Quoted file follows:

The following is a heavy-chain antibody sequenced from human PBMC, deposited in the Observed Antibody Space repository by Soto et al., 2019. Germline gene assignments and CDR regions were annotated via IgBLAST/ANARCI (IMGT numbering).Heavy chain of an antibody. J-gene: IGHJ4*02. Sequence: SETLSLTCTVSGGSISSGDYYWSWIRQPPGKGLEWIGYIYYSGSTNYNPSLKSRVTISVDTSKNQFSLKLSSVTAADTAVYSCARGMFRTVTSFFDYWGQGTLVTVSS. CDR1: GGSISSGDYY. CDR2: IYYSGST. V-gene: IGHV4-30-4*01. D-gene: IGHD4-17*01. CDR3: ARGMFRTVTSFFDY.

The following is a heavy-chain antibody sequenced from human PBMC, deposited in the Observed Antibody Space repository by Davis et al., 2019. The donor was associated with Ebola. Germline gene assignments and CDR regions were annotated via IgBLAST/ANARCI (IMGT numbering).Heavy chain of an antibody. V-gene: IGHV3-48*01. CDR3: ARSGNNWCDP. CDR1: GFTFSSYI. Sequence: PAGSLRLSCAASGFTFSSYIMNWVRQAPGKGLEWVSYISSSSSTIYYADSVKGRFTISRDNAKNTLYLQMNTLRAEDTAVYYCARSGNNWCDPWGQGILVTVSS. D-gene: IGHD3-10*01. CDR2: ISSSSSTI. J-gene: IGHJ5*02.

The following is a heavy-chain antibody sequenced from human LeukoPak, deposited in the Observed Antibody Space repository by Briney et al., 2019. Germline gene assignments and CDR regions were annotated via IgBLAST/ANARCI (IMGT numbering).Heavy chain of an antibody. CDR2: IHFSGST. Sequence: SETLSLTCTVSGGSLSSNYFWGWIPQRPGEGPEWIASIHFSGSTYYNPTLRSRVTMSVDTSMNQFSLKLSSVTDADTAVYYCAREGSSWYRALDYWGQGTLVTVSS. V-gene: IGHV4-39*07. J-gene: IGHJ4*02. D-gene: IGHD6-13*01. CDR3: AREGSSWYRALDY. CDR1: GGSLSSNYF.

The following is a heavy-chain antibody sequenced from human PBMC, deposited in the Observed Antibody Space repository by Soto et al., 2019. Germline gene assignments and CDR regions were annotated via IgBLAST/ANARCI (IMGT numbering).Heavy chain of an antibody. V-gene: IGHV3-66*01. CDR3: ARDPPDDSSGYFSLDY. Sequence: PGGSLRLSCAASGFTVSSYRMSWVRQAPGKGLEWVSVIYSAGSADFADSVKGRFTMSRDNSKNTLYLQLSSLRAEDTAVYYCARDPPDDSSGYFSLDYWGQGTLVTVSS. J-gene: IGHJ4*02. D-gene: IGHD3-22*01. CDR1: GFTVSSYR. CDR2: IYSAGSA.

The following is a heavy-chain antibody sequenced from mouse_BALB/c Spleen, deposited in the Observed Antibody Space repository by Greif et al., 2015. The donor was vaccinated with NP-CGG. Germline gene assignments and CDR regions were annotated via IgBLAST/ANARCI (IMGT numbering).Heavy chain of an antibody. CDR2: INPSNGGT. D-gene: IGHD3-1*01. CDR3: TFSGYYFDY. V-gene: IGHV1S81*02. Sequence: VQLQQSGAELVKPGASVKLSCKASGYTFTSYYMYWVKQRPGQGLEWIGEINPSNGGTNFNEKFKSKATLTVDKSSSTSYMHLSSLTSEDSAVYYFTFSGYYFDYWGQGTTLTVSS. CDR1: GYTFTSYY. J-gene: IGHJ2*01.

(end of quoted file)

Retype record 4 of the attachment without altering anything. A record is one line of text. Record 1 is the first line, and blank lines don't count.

The following is a heavy-chain antibody sequenced from human PBMC, deposited in the Observed Antibody Space repository by Soto et al., 2019. Germline gene assignments and CDR regions were annotated via IgBLAST/ANARCI (IMGT numbering).Heavy chain of an antibody. V-gene: IGHV3-66*01. CDR3: ARDPPDDSSGYFSLDY. Sequence: PGGSLRLSCAASGFTVSSYRMSWVRQAPGKGLEWVSVIYSAGSADFADSVKGRFTMSRDNSKNTLYLQLSSLRAEDTAVYYCARDPPDDSSGYFSLDYWGQGTLVTVSS. J-gene: IGHJ4*02. D-gene: IGHD3-22*01. CDR1: GFTVSSYR. CDR2: IYSAGSA.